On Making Things Better

It’s hard to fathom how the country went so wrong with yesterday’s election. I can’t say that things won’t be as bad as we fear. I’m afraid that they’ll be worse. So many, many people are going to suffer badly.

Our task is to figure out how to thrive given the circumstances.

One of mNkosi Johnson Sayingy favorite sayings is . . . “The best revenge is living well.”

That’s what I think we should do. Let’s not pretend that something horrible hasn’t happened. It has. But we should enjoy ourselves and our loved ones. We should work to create a better, happier world. We should work to increase well-being. What other people do certainly affects us, but they’re going to do what they’re going to do. And we can live well.

Which brings me to how we can do this. And, for that, I turn to Nkosi Johnson:

“Do all you can, with what you have, in the time you have, in the place you are.”

That’s how we can make things better. Or, at least, that’s what I’m doing to increase well-being:

I’m going to do everything I can with what I have, in the time that I have, where I am.

Re-starting now.

Way more to come.

Getting Memorial Day

Photo of decorated graves at Arlington National Cemetery on Memorial Day

Decorated graves at Arlington National Cemetery on Memorial Day. Photo by Wikipedia.

I’ve never been in the military. I simply would not have been a good “fit.” None of my close family have been in the military. The closest is a cousin who was in the Navy reserve for a short time. Oh, and there’s the brother-in-law who somehow got himself thrown out during basic.

But I’ve had many, many friends and acquaintances who have served. And I can tell that I’ve missed something terribly important.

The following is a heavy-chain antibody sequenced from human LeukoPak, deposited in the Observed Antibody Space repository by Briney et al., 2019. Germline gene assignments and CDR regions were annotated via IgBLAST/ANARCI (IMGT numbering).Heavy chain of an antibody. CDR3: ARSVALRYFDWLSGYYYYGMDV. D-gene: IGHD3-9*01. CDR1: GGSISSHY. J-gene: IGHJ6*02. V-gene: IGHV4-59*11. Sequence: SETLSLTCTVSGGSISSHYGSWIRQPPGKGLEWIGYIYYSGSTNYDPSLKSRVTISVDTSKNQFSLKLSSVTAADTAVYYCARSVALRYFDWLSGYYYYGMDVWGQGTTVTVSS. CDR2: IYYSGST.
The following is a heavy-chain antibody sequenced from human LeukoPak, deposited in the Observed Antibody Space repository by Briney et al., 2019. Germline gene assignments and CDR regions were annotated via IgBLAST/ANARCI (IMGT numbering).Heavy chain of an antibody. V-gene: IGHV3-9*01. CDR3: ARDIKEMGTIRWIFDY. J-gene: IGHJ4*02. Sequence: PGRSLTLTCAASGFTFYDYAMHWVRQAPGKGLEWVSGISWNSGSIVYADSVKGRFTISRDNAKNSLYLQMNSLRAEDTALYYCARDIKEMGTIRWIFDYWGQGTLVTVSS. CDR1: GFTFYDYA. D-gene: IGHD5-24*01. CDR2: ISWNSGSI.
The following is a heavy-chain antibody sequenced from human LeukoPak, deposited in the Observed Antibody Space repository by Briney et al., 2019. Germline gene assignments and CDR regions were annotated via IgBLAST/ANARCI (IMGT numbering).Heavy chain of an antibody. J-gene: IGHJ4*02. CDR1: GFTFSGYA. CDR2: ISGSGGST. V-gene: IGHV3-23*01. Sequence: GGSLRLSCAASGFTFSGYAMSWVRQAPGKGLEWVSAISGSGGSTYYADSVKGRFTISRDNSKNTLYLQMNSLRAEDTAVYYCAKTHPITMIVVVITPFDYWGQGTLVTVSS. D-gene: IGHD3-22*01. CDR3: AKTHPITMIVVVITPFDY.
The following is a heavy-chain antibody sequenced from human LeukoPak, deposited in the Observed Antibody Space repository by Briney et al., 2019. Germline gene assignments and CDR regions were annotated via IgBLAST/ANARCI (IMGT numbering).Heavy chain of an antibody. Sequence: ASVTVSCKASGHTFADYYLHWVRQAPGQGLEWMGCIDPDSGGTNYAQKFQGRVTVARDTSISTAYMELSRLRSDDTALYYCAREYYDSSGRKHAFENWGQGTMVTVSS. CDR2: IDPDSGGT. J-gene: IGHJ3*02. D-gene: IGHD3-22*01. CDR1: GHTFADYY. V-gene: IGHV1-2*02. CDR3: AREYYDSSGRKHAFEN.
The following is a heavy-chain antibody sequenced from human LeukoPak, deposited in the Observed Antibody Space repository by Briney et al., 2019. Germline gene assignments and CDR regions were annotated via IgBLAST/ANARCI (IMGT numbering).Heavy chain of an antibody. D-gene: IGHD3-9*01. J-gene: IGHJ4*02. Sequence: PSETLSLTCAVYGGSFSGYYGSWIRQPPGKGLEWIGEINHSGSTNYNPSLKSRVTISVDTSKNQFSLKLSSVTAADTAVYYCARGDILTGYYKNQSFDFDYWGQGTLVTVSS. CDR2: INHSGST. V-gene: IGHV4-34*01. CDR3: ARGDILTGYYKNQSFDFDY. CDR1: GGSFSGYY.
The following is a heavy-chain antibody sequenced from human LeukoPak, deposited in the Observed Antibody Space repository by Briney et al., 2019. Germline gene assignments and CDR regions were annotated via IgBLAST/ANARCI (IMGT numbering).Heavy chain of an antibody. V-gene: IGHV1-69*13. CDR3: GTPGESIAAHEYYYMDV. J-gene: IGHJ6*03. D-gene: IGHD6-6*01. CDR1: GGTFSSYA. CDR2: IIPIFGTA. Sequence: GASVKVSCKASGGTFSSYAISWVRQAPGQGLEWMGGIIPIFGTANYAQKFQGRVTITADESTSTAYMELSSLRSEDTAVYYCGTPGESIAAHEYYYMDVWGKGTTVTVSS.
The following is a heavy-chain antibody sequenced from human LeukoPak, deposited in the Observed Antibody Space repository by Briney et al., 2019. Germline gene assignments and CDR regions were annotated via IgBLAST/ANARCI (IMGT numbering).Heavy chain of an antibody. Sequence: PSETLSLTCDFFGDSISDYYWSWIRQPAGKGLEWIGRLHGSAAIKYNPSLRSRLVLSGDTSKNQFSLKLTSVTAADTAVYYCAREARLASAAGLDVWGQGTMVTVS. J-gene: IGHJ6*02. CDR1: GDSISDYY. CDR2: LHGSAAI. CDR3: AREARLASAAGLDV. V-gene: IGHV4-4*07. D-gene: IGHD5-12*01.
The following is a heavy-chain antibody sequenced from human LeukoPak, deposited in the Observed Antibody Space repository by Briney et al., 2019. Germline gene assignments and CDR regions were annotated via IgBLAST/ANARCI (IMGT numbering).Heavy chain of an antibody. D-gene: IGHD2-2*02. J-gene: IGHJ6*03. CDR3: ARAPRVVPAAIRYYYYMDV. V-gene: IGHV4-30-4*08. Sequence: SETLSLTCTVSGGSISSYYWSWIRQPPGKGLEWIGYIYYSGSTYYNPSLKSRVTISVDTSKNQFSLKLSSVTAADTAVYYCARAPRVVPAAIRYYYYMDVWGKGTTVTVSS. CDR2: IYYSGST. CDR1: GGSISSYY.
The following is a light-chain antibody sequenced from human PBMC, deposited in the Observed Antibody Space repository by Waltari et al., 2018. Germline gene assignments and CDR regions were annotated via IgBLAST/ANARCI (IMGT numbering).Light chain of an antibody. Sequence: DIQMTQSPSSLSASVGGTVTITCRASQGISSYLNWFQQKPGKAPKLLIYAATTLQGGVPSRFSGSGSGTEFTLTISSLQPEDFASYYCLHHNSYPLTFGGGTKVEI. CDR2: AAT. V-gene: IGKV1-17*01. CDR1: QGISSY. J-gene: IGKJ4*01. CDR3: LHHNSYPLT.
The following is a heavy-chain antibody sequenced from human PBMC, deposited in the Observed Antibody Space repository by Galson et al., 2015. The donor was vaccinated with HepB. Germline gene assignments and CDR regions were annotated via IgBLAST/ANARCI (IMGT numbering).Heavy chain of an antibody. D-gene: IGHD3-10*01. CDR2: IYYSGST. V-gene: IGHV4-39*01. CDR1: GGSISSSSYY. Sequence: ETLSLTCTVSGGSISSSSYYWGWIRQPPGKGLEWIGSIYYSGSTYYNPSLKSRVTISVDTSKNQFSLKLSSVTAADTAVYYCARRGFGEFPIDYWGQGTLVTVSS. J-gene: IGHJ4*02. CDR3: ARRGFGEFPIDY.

And then, of course, there are all those folks who chose – or were forced – to serve and gave the ultimate sacrifice. They fell so that we can run and play. They gave all so that we can watch TV and cruise the internet. They died so that we can be all that we can be, or not.

So as I go about my usual reading (I don’t watch TV), I see lots of stories about Memorial Day Weekend being the start of “grilling season” and “beach season” and the beginning of summer. There are a bunch of stories about the Indy 500.

I have no problem with any of these things. I think they’re all great, if you’re into them. In fact, hanging out with friends and grilling and going to the beach and going to a car race sound pretty fantastic.

But Memorial Day is about none of these things. Thanks to those we honor on Memorial Day, we have all of these things. We need to keep this clear.

Memorial Day a Federal holiday honoring members of the United States Armed Forces who have died serving their country.  Let me correct that: These people died serving our country.

So during this lovely long weekend of fun and games, let’s take some time and reflect on those heroes who made it possible. And be very, very thankful to them.